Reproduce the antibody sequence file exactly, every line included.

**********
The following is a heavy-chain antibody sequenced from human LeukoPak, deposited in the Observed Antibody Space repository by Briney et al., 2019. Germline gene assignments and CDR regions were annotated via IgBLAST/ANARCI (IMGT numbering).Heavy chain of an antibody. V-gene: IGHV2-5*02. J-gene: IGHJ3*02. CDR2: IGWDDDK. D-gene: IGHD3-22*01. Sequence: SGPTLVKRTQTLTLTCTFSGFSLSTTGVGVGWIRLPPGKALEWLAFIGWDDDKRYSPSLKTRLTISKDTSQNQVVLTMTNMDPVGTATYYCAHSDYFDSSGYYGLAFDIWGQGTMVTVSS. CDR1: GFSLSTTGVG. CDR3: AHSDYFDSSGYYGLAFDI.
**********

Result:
The following is a heavy-chain antibody sequenced from human LeukoPak, deposited in the Observed Antibody Space repository by Briney et al., 2019. Germline gene assignments and CDR regions were annotated via IgBLAST/ANARCI (IMGT numbering).Heavy chain of an antibody. V-gene: IGHV2-5*02. J-gene: IGHJ3*02. CDR2: IGWDDDK. D-gene: IGHD3-22*01. Sequence: SGPTLVKRTQTLTLTCTFSGFSLSTTGVGVGWIRLPPGKALEWLAFIGWDDDKRYSPSLKTRLTISKDTSQNQVVLTMTNMDPVGTATYYCAHSDYFDSSGYYGLAFDIWGQGTMVTVSS. CDR1: GFSLSTTGVG. CDR3: AHSDYFDSSGYYGLAFDI.